The weather moderated as we reached Derby Line sometime in the afternoon with the sun coming out. It was fun to see this unique town which abuts the Canadian boarder. Little streets had gates across them, but the US and Canadian houses seemed to be part of one neighborhood. I've heard that the library is situated over the borderline itself and is open to residents of both countries as a gesture to international harmony. I'd enjoy checking it out sometime. Derby Line led towards a decent unpaved stretch on the Mempheremegog rail trail into Newport. The level grade without the distraction of cars on the roadway was a welcome change of pace.
Approaching one of the boarder crossings in Derby Line. It is fascinating to see what is essentially a
large village separated by an international boundary
Whatever ease was felt on the rail trail soon gave way to a climb out of town headed west on Rt. 105. I hadn't studied the route well enough to realize we were headed towards the longest climb of the day over the ridge adjacent to Jay Peak. The grade was never brutal, but it just seemed to keep going and going. Just as I was about to stop for a rest I could see the top was within reach, so I reached the high point and rejoined the other riders who had got there first. The ride down was a fast, dramatic, and beautiful descent through wilderness and great views. Although I didn't realize it at the time, the route briefly took us over the border momentarily in a heavily forested area. Now I can say I've biked to Canada!
Reaching the top of the day's long climb. Altogether the ride was about 14,000 feet of climbing for the day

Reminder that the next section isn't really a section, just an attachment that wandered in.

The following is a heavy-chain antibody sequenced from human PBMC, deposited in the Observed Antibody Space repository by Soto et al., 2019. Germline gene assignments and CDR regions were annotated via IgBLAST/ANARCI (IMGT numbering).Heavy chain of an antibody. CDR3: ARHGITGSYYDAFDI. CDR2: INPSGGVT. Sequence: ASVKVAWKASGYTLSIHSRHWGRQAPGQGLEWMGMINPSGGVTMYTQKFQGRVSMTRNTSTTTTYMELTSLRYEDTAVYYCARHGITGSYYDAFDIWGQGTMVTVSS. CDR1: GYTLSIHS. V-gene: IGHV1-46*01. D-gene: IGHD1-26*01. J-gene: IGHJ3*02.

Harvie, myself and two or three other riders had pretty much coalesced into a small group and we cruised the miles westward into Richford together. Food and a rest put us back in shape to head for the next control in Morrisville. As we climbed out of town, ominous clouds seemed to be moving back in, but they did not immediately threaten rain. Somehow the latter part of the ride started to feel a bit easier than the earlier part of the day. Perhaps it was having the major climbs out of the way, or cooler weather, its hard to say, but a fellow rider and I both noted that it now felt easier. Who would think that 130 miles into a 190 mile ride things start to feel less effortful?
Leaving Richford, the clouds started to gather after a sunny afternoon
Our little band churned out the miles. At one point we collectively waited while one rider fixed a flat, which was a nice unplanned break; I took the time to casually walk up a hill rather than ride it. The fireflies made a great light show as our hub-powered lights joined in the flickering display. We soon got rolling again and finished the rest of the miles to Morrisville. We had traveled over 150 miles at this stage with quite a lot of climbing, so I was starting to want to be done, and this can make the distances seem long. After a while we arrived in Morrisville; pizza and coffee were what I needed to take the edge off the chill and sustain me for the remaining miles. The rain had started again and the air had cooled so I adjusted my clothes to keep warm and dry. This turned out to be a wise choice since it rained the entire 27 miles back to Montpelier.
As it happens we arrived with only half hour or so before the close of the control, but we made the cut off with time to spare. I guess I had taken for granted that we had plenty of time and didn't really concern myself with it. Needless to say food and drink at Anthony's were greeted with great appreciation.